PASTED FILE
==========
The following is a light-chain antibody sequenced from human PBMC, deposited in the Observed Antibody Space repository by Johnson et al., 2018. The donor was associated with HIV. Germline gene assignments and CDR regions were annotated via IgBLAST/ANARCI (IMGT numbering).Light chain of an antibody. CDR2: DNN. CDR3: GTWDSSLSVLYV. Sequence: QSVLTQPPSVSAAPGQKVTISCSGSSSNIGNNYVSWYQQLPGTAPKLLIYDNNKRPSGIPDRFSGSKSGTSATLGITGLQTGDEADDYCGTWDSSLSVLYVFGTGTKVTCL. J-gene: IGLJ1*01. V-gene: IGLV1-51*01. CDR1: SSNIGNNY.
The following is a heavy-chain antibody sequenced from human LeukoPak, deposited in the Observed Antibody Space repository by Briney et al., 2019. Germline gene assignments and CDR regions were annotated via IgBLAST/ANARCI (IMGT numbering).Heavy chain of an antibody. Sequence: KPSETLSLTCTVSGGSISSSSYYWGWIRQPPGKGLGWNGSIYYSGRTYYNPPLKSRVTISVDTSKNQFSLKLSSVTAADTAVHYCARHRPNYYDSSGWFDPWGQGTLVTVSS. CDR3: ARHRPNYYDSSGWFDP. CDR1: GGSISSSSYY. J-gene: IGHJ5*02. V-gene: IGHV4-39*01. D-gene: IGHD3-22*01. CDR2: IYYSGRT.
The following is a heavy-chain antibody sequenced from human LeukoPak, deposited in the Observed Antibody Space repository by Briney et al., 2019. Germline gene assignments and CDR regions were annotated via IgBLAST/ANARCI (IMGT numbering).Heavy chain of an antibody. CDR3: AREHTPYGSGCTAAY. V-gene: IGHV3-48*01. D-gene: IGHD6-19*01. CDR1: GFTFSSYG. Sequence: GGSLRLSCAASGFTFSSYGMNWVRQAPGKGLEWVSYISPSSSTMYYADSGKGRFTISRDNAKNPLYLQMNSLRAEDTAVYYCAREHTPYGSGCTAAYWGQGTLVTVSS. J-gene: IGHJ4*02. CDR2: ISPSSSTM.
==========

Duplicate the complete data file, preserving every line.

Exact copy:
The following is a light-chain antibody sequenced from human PBMC, deposited in the Observed Antibody Space repository by Johnson et al., 2018. The donor was associated with HIV. Germline gene assignments and CDR regions were annotated via IgBLAST/ANARCI (IMGT numbering).Light chain of an antibody. CDR2: DNN. CDR3: GTWDSSLSVLYV. Sequence: QSVLTQPPSVSAAPGQKVTISCSGSSSNIGNNYVSWYQQLPGTAPKLLIYDNNKRPSGIPDRFSGSKSGTSATLGITGLQTGDEADDYCGTWDSSLSVLYVFGTGTKVTCL. J-gene: IGLJ1*01. V-gene: IGLV1-51*01. CDR1: SSNIGNNY.
The following is a heavy-chain antibody sequenced from human LeukoPak, deposited in the Observed Antibody Space repository by Briney et al., 2019. Germline gene assignments and CDR regions were annotated via IgBLAST/ANARCI (IMGT numbering).Heavy chain of an antibody. Sequence: KPSETLSLTCTVSGGSISSSSYYWGWIRQPPGKGLGWNGSIYYSGRTYYNPPLKSRVTISVDTSKNQFSLKLSSVTAADTAVHYCARHRPNYYDSSGWFDPWGQGTLVTVSS. CDR3: ARHRPNYYDSSGWFDP. CDR1: GGSISSSSYY. J-gene: IGHJ5*02. V-gene: IGHV4-39*01. D-gene: IGHD3-22*01. CDR2: IYYSGRT.
The following is a heavy-chain antibody sequenced from human LeukoPak, deposited in the Observed Antibody Space repository by Briney et al., 2019. Germline gene assignments and CDR regions were annotated via IgBLAST/ANARCI (IMGT numbering).Heavy chain of an antibody. CDR3: AREHTPYGSGCTAAY. V-gene: IGHV3-48*01. D-gene: IGHD6-19*01. CDR1: GFTFSSYG. Sequence: GGSLRLSCAASGFTFSSYGMNWVRQAPGKGLEWVSYISPSSSTMYYADSGKGRFTISRDNAKNPLYLQMNSLRAEDTAVYYCAREHTPYGSGCTAAYWGQGTLVTVSS. J-gene: IGHJ4*02. CDR2: ISPSSSTM.